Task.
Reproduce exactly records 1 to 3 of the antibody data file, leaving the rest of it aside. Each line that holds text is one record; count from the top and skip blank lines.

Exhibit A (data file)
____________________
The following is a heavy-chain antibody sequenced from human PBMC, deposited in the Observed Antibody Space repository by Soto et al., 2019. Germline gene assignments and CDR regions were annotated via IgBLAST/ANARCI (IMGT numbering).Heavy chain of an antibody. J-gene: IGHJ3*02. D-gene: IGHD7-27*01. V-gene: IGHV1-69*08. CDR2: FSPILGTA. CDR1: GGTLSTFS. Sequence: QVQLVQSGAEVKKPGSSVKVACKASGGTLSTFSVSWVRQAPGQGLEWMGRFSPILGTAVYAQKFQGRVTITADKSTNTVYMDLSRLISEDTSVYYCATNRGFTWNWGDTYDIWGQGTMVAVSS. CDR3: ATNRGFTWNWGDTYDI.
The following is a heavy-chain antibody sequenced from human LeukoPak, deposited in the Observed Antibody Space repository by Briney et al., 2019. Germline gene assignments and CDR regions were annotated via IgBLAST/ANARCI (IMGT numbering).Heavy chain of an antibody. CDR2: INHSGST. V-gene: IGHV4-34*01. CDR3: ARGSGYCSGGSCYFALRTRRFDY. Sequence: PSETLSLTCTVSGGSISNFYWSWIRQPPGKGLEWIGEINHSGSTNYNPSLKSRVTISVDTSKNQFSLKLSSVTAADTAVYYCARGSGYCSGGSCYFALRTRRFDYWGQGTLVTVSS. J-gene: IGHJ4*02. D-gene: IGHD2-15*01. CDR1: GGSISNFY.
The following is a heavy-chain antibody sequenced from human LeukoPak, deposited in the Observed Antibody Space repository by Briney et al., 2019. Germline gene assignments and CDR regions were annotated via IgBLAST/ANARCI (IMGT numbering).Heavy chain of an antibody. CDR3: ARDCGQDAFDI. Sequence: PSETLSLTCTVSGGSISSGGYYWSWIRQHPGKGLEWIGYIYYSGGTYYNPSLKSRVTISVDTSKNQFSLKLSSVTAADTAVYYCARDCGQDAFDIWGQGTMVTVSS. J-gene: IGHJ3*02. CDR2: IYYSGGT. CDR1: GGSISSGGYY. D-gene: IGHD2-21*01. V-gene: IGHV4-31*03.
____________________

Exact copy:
The following is a heavy-chain antibody sequenced from human PBMC, deposited in the Observed Antibody Space repository by Soto et al., 2019. Germline gene assignments and CDR regions were annotated via IgBLAST/ANARCI (IMGT numbering).Heavy chain of an antibody. J-gene: IGHJ3*02. D-gene: IGHD7-27*01. V-gene: IGHV1-69*08. CDR2: FSPILGTA. CDR1: GGTLSTFS. Sequence: QVQLVQSGAEVKKPGSSVKVACKASGGTLSTFSVSWVRQAPGQGLEWMGRFSPILGTAVYAQKFQGRVTITADKSTNTVYMDLSRLISEDTSVYYCATNRGFTWNWGDTYDIWGQGTMVAVSS. CDR3: ATNRGFTWNWGDTYDI.
The following is a heavy-chain antibody sequenced from human LeukoPak, deposited in the Observed Antibody Space repository by Briney et al., 2019. Germline gene assignments and CDR regions were annotated via IgBLAST/ANARCI (IMGT numbering).Heavy chain of an antibody. CDR2: INHSGST. V-gene: IGHV4-34*01. CDR3: ARGSGYCSGGSCYFALRTRRFDY. Sequence: PSETLSLTCTVSGGSISNFYWSWIRQPPGKGLEWIGEINHSGSTNYNPSLKSRVTISVDTSKNQFSLKLSSVTAADTAVYYCARGSGYCSGGSCYFALRTRRFDYWGQGTLVTVSS. J-gene: IGHJ4*02. D-gene: IGHD2-15*01. CDR1: GGSISNFY.
The following is a heavy-chain antibody sequenced from human LeukoPak, deposited in the Observed Antibody Space repository by Briney et al., 2019. Germline gene assignments and CDR regions were annotated via IgBLAST/ANARCI (IMGT numbering).Heavy chain of an antibody. CDR3: ARDCGQDAFDI. Sequence: PSETLSLTCTVSGGSISSGGYYWSWIRQHPGKGLEWIGYIYYSGGTYYNPSLKSRVTISVDTSKNQFSLKLSSVTAADTAVYYCARDCGQDAFDIWGQGTMVTVSS. J-gene: IGHJ3*02. CDR2: IYYSGGT. CDR1: GGSISSGGYY. D-gene: IGHD2-21*01. V-gene: IGHV4-31*03.